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Panel/Round-Table Discussion A/V Techniques

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Randy Rubin
Panel/Round-Table Discussion A/V Techniques
on Dec 21, 2012 at 4:00:49 pm

Hi All,

I am looking into techniques for shooting a discussion between five people. The format is undecided, it really depends on what is most viable within the scope of our workflow

I do in-house videos and we shoot with a 5D M2 and record with a Zoom H4n. Most videos are MOS, single camera but I recently shot 5 interviews with the 5D, wireless lav and H4n. It wasn't ideal, but worked just fine.

Now we are looking at shooting a panel discussion, semi-circle or round table set-up. As I said, the format is not determined. We want it to be a casual discussion between 5 principles.

I've shot a round table before, but it was scripted, with a crew and in a studio. This is live and on a very tight budget and right now only a crew of 2 people.

I assume it'll require renting 2 cameras and some sort of audio solution. Any suggestions or links to articles much appreciated. Again budget is tight so minimal but smart solutions are best.


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Bill Davis
Re: Panel/Round-Table Discussion A/V Techniques
on Dec 22, 2012 at 7:49:50 pm

Interesting problem for this era.

Most of the solutions available in the Rental House environment will largely be older style pro video and audio gear that expects a good bit of talent and knowledge to properly operate.

You can certainly do this and get GREAT results, but at a pretty hefty cost and inside a process that really requires experienced folk to make it all work.

Two cameras. Five mics, A dedicated sound mixer. Video and audio lines to and from everything to a central monitor station. Lots of complexity.

The perhaps more modern approach to something like this is to look at using less expensive gear and techniques - but the problem is that these usually aren't widely available for rental.

You can get two modern good quality HD camcorders that generate a pretty great picture given decent lighting levels - and are pretty much "push record and you're good to go."

Which leaves audio as the challenge. And it's not a trivial one.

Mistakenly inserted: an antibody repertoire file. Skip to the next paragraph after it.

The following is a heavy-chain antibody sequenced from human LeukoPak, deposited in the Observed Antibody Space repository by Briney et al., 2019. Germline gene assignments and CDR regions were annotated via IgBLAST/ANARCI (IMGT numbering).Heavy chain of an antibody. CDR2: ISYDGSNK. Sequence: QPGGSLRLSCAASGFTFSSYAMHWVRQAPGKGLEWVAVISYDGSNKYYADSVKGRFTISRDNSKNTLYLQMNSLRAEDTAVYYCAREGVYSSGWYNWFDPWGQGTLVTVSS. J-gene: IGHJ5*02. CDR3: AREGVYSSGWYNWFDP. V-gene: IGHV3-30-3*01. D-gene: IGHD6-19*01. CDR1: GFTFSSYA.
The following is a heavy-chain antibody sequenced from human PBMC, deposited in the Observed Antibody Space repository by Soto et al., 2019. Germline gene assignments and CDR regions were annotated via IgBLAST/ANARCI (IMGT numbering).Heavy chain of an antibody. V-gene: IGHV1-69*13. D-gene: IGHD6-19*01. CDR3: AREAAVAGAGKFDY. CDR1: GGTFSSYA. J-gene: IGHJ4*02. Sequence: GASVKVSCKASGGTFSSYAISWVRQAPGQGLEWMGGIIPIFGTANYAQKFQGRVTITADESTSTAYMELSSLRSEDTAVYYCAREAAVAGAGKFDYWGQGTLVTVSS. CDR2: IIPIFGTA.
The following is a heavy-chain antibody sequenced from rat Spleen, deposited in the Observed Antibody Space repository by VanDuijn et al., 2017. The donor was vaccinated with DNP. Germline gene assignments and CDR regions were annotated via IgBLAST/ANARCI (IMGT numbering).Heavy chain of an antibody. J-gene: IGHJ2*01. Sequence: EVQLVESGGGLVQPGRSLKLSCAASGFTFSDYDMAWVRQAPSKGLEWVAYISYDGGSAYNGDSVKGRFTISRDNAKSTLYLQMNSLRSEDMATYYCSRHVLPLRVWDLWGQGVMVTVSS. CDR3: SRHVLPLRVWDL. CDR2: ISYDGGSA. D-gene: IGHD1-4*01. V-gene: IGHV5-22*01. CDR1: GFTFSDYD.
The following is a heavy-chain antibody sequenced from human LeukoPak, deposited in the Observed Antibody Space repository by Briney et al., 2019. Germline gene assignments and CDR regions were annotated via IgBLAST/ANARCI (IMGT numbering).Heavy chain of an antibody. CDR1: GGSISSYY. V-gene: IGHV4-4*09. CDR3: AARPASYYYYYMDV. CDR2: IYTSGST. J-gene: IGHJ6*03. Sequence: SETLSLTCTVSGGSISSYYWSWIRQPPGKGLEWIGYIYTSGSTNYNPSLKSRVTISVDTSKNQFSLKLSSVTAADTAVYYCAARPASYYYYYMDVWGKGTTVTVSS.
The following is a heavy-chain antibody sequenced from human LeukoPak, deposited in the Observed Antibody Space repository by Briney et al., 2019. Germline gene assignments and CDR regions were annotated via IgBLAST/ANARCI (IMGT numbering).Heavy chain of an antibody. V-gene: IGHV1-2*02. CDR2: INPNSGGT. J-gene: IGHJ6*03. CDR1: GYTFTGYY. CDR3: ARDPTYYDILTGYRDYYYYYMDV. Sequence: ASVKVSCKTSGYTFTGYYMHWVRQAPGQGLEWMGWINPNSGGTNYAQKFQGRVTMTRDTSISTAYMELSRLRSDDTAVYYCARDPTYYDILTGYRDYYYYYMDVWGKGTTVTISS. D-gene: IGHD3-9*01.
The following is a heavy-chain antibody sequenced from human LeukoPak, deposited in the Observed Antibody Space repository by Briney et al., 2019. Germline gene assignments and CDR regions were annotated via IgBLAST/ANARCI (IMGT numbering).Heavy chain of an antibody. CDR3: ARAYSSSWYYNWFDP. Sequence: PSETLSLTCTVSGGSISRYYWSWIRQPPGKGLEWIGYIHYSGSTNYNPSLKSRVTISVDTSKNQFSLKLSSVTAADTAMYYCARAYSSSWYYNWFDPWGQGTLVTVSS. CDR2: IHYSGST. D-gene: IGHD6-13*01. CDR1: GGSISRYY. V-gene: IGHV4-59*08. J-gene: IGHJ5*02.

You can use wired or wireless lavs on each speaker -or try to use a group of tabletop mics - but each approach has challenges and even tho this stuff is easily rentable, you need to rig it carefully and have someone monitoring the audio mix who knows what they're doing if you want to get a truly professional result.

You could also go kinda rogue and use an approach I like, which is to use a small personal voice recorder for each participant and do all your audio mixing from those units in post.

The problem is that you'd likely need to BUY all those units since they aren't a gear class that are widely available in professional rental houses.

All of this presumes that you have the editing capability to mix two video and five audio tracks in post - something that most modern NLEs can do extremely easily.

You have a pretty typical need, one that there are solutions for - but none of those solutions are particularly simple, cheap and foolproof.

If you have any other questions, fire away. But it would be helpful if you could first let us know what you can spend and then some of us can try to help you figure out what might work best.

Know someone who teaches video editing in elementary school, high school or college? Tell them to check out - video editing curriculum complete with licensed practice content.

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Chris Pulleyn
Re: Panel/Round-Table Discussion A/V Techniques
on Jan 27, 2013 at 3:01:18 pm

Hi, joining in a little late.

A "cheap" yet viable option for a 3rd camera angle may be a GoPro. Don't laugh, they are not just for skaters and bikers, they are a handy piece of my video arsenal. I've seen TV cameras with them stuck on their lens hoods.
A well positioned GP, (not facing a bright surface or light source) either above the speaker or below, even straight in front, can really give you an often effective un intrusive wideangle cutaway shot incase your main cameras have to reposition.


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Mark Suszko
Re: Panel/Round-Table Discussion A/V Techniques
on Mar 19, 2013 at 4:03:22 pm

Actually, a set of gopros covering the entire room from one vantage point in the center of the circle could work pretty well. You would use the high rez HD footage to create fake zooms and crops to SD resolution masters in post, and thus 3 to 4 gopros could cover the entire thing except for audio.

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